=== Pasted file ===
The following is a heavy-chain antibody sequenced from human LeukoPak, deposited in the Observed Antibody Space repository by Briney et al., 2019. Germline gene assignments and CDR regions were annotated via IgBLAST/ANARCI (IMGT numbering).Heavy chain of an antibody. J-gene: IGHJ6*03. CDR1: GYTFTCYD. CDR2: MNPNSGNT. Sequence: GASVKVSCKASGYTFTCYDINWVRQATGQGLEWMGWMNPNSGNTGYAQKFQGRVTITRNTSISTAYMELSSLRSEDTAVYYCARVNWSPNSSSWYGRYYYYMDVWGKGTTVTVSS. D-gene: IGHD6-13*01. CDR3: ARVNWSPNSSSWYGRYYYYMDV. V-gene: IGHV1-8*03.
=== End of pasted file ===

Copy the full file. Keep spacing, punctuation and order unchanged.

The following is a heavy-chain antibody sequenced from human LeukoPak, deposited in the Observed Antibody Space repository by Briney et al., 2019. Germline gene assignments and CDR regions were annotated via IgBLAST/ANARCI (IMGT numbering).Heavy chain of an antibody. J-gene: IGHJ6*03. CDR1: GYTFTCYD. CDR2: MNPNSGNT. Sequence: GASVKVSCKASGYTFTCYDINWVRQATGQGLEWMGWMNPNSGNTGYAQKFQGRVTITRNTSISTAYMELSSLRSEDTAVYYCARVNWSPNSSSWYGRYYYYMDVWGKGTTVTVSS. D-gene: IGHD6-13*01. CDR3: ARVNWSPNSSSWYGRYYYYMDV. V-gene: IGHV1-8*03.